Home Pierre Ronde Via Ferrata
Two in one! That’s what you get with the Alpe d’Huez via ferrata. Two routes are on offer, the ‘Découverte’ and the ‘Sportive’, and they’re both south-facing! Both on a 200m rock face.
From 01/06 to 31/10.
GPX map and layout
From Alpe d'Huez, follow the signs for the Altiport. After the Altiport, continue along the Col de Sarenne road to the Pierre Ronde car park (on the right), from where the path to the start of the via ferrata is signposted. On foot via the Gorges de Sarenne: from the village of Huez, take the Gorges de Sarenne path. The foot of the Pierre Ronde Via Ferrata is a 45-minute walk.
The “Decouverte”, or discovery route (2h climb), goes off the right and continues onto plateaus and protruding rocks. With the “Sportive” (2h30), you start climbing straight away, on a lovely, vertical face, followed by quite a long airy slab and some easy protruding rocks. The walk back to the car park takes 5 minutes.
Access from pierre ronde via the col de sarenne or from Huez Village (1h walk there and back)
Time : 3h with walking approach (discovery trail: 2 hours of climbing, fitness trail: 2:30)
Difficulty : PD, D+
Start : 1600 m
Heigh gain : 200 m
Orientation : sud
Period : june > october
- IGN top 25, 3335 ET, Alpe d’Huez.
- Les via ferrata autour de Grenoble et Briançon, éditions Glénat.
- Toutes les via ferrata de France, éditions Libris.
HISTORY: the Brandes mines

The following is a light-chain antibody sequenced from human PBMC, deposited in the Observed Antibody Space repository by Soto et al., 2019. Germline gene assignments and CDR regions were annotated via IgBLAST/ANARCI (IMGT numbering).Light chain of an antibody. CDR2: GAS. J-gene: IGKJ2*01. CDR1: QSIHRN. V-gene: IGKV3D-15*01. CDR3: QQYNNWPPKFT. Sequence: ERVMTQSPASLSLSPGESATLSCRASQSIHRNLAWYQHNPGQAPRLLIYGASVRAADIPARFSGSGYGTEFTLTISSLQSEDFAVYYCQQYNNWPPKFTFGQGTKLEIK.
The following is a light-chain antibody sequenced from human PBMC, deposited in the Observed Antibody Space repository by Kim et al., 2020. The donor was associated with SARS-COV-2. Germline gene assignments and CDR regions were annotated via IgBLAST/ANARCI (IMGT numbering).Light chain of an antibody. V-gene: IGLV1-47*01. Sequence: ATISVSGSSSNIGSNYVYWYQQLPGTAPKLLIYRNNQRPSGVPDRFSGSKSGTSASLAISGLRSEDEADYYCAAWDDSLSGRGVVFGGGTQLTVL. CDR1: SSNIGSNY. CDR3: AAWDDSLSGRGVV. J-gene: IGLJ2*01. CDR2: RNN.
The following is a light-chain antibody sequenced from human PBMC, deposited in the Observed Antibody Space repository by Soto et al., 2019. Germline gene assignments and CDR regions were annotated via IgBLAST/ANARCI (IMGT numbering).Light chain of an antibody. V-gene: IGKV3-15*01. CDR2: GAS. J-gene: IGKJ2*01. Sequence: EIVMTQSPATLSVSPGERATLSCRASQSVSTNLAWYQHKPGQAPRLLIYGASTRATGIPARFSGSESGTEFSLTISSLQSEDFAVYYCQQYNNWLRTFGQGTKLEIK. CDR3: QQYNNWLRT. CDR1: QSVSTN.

Right next to the via ferrata, you can see the Brandes mines, the only archaeological site of its kind in Europe. The ‘argenteria de Brandis’ was the largest silver mine in the Dauphiné region. Silver hunters established the site at Brandes at the beginning of the 12th century and over the following two centuries a rich seam of silver lead, that was probably linked to the Dauphin mint, was exploited. The mining was carried out at heights of between 1 750 m and 2 800 m and the ore was extracted by heat and with a chisel, in the open air and in galleries. The mine ceased production in about 1330 due to landslides and flooding, which lead to the village being ruined, and subsequently abandoned. The site features a number of archaeological remains that help us to build up a picture of the singular society that was organized around the mines, including a fortification, a church surrounded by a necropolis, houses and settlements and mine galleries. The industrial features also give us clues as to techniques used by the miners, such as the ore processing workshops and the use made of hydraulic power.